Workers load U.S. Army M1 Abrams tanks and Bradley combat vehicles onto trains. (Alexander Koerner/Getty Images)

The U.S. Army is turning to a little-known tech start-up to automate the job of an equipment technician: It will employ artificial intelligence to flag failing vehicle parts before they break down in combat.

The company, Chicago-based Uptake Technologies, has finalized a $1 million contract agreement with the Army, under which the company’s technology will be tested on a few dozen vehicles before a decision is made on whether to scale it up for broader use.

Uptake’s artificial intelligence will be applied to deployed Bradley M2A3 combat vehicles, an armored infantry transport vehicle manufactured by BAE Systems, a British defense contractor with an office in Arlington, Va.

“We’re looking to see if we can leverage some of Uptake’s machine learning algorithms to spot equipment failures before they happen,” said Lt. Col. Chris Conley, the Army product manager for the Bradley fleet. “If this pans out and can provide some real capability, the Army could look to expand this to the entire Bradley fleet as well as other combat vehicle fleets.”

Military leaders have been outspoken about the need to apply advanced artificial intelligence to the military’s operations, but efforts to forge partnerships with Silicon Valley tech firms have been fraught with difficulties. An employee revolt recently prompted Google to back out of a project to rapidly process drone footage, for example.

Uptake will instead apply its AI to the “readiness” side of the equation. The services have come under criticism in recent years for spending profligately on expensive new hardware such as the F-35 Joint Strike Fighter while older, more practical vehicles fall into disrepair.

Uptake’s trial run was set up through a type of contract that agencies use to rapidly test new technologies without following traditional procurement processes. The contract was coordinated by the Defense Innovation Unit Experimental, known as DIUx, an agency created under the Obama administration to forge ties between tech companies and military agencies. The contract amount of $1 million could lead to more business for Uptake if the trial goes well, a person familiar with the deal said.

Uptake has made its business analyzing the masses of complex signals that come off industrial equipment, crunching the data to keep tabs on equipment components and give factory managers better insight into the state of their equipment. In some cases, the company places tiny sensors on industrial equipment to collect data, but with the Army’s vehicles the company will simply be analyzing the signals that are already produced by industrial equipment.

“Just like humans have been putting their statuses on Facebook and Twitter, these machines have been putting out their statuses for decades and nobody’s been listening. Only recently do we have the technology to understand that,” said Ganesh Bell, president of Uptake Technologies.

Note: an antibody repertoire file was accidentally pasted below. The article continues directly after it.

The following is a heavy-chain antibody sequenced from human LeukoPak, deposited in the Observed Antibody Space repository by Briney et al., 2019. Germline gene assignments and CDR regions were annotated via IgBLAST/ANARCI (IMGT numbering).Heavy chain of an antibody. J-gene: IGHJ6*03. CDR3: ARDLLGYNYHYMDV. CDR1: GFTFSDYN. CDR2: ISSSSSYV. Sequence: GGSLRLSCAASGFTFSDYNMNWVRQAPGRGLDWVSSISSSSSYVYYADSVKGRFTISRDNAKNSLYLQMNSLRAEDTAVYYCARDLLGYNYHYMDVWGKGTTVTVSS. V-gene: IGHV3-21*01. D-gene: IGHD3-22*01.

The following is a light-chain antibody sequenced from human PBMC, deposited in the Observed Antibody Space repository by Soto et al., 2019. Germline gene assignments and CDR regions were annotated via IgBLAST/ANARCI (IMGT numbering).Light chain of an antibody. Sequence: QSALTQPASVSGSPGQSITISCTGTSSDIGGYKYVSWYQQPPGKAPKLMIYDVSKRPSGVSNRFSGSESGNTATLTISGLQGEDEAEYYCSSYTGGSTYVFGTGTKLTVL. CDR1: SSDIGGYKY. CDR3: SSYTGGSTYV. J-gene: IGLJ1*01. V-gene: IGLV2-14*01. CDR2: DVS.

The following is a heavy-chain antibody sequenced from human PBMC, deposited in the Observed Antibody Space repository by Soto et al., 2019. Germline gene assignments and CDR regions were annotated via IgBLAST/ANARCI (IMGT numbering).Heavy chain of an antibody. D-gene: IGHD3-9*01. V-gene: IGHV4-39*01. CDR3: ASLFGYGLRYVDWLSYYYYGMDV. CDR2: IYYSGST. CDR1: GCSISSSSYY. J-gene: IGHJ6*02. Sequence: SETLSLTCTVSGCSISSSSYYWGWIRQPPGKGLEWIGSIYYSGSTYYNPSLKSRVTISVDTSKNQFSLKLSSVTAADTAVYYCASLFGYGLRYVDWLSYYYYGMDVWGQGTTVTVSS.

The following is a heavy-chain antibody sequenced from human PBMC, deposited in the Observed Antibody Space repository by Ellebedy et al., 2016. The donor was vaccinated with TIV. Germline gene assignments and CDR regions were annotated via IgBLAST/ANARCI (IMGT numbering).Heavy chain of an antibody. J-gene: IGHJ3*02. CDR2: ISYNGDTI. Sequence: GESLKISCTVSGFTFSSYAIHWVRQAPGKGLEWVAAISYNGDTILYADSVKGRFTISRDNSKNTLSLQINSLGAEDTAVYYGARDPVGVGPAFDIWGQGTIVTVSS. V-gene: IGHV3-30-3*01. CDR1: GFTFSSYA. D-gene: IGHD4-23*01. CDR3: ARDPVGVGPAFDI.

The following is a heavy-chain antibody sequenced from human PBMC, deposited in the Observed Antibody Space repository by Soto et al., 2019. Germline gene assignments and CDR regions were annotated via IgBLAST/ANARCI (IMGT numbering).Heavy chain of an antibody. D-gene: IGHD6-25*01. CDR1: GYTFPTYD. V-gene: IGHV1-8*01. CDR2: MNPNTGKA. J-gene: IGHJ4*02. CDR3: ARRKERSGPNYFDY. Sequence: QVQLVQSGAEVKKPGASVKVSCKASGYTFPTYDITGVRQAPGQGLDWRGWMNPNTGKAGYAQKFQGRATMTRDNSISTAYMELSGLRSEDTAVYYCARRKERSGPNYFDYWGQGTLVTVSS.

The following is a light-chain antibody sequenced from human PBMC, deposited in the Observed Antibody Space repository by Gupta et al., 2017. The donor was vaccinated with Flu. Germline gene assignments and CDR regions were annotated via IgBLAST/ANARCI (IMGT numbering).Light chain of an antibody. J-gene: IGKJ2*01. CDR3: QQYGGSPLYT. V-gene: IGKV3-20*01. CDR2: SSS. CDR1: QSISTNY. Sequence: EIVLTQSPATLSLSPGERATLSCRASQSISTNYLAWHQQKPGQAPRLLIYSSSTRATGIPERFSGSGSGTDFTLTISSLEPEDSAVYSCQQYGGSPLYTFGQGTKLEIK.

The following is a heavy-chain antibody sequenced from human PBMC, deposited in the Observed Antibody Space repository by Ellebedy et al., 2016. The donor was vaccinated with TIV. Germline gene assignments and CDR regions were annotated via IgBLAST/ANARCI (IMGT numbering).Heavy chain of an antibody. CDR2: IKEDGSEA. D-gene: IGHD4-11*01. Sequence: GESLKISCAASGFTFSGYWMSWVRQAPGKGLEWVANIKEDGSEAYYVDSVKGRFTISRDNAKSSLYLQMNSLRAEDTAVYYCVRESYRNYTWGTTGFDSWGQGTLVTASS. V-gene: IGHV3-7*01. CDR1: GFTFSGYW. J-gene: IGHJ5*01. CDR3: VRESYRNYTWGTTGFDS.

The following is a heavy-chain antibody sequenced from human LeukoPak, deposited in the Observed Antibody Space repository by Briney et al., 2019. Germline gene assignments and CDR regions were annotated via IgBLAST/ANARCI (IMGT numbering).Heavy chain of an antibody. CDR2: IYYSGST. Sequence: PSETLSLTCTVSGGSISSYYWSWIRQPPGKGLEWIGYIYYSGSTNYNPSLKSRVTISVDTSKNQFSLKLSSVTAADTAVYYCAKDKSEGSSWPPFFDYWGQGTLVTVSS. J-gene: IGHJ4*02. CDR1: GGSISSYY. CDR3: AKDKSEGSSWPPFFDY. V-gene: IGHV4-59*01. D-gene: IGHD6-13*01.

Officials are taking a cautious approach at first. In the three years since its founding, Uptake has accumulated an impressive docket of industrial customers, including Boeing, Caterpillar and a national trucking firm that wasn’t disclosed.

But it is yet to be tested on military vehicles, leaving the Army in uncharted territory.

“I’m not convinced that this will be successful, but I’m really excited about the potential of it,” said Conley, the Army product manager. “We’re doing a pilot test to verify their claims before we do anything at scale.”

The company has argued that its wealth of experience and data from working with similar vehicles will give it a strong starting point as it begins work with the Army.

The start-up benefits from the direct involvement of retired U.S. Navy Adm. Mike Mullen, who served as chairman of the Joint Chiefs of Staff under presidents George W. Bush and Barack Obama. Mullen said he owns shares in the company and is consulting on military matters as a strategic adviser.

In a recent interview, Mullen said Uptake’s process could drastically improve upon the military’s current methods.

“What I’ve seen on the component side is you almost wait for failure and then figure it out,” Mullen said. Uptake’s analytics “will give you much better information on what your maintenance system should be. It allows you to be precisely predictive on when a part is going to fail, when a component is going to fail, when the whole system is going to fail.”

Mullen said it could one day grow beyond the Army’s basic pilot phase: “Based on the results I’ve seen there is a huge potential here for better outcomes and a lot less expense, which is what anybody in the military is focused on.”